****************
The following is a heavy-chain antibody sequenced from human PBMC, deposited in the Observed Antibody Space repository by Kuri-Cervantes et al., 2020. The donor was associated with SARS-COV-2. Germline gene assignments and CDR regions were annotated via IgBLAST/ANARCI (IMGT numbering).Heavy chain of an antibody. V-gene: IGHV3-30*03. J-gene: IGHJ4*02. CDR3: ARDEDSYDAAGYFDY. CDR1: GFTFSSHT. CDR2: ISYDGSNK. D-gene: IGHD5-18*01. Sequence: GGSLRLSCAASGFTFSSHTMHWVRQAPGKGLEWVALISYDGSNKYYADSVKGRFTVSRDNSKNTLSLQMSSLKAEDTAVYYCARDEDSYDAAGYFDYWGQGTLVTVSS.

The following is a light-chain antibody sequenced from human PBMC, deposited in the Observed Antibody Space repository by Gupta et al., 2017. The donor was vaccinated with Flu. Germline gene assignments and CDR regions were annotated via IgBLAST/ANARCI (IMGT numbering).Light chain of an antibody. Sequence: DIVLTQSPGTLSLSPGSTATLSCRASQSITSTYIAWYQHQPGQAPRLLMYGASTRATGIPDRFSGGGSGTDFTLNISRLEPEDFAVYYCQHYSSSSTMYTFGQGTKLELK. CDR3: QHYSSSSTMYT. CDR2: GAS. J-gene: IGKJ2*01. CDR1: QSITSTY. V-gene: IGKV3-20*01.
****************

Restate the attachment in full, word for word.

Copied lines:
The following is a heavy-chain antibody sequenced from human PBMC, deposited in the Observed Antibody Space repository by Kuri-Cervantes et al., 2020. The donor was associated with SARS-COV-2. Germline gene assignments and CDR regions were annotated via IgBLAST/ANARCI (IMGT numbering).Heavy chain of an antibody. V-gene: IGHV3-30*03. J-gene: IGHJ4*02. CDR3: ARDEDSYDAAGYFDY. CDR1: GFTFSSHT. CDR2: ISYDGSNK. D-gene: IGHD5-18*01. Sequence: GGSLRLSCAASGFTFSSHTMHWVRQAPGKGLEWVALISYDGSNKYYADSVKGRFTVSRDNSKNTLSLQMSSLKAEDTAVYYCARDEDSYDAAGYFDYWGQGTLVTVSS.

The following is a light-chain antibody sequenced from human PBMC, deposited in the Observed Antibody Space repository by Gupta et al., 2017. The donor was vaccinated with Flu. Germline gene assignments and CDR regions were annotated via IgBLAST/ANARCI (IMGT numbering).Light chain of an antibody. Sequence: DIVLTQSPGTLSLSPGSTATLSCRASQSITSTYIAWYQHQPGQAPRLLMYGASTRATGIPDRFSGGGSGTDFTLNISRLEPEDFAVYYCQHYSSSSTMYTFGQGTKLELK. CDR3: QHYSSSSTMYT. CDR2: GAS. J-gene: IGKJ2*01. CDR1: QSITSTY. V-gene: IGKV3-20*01.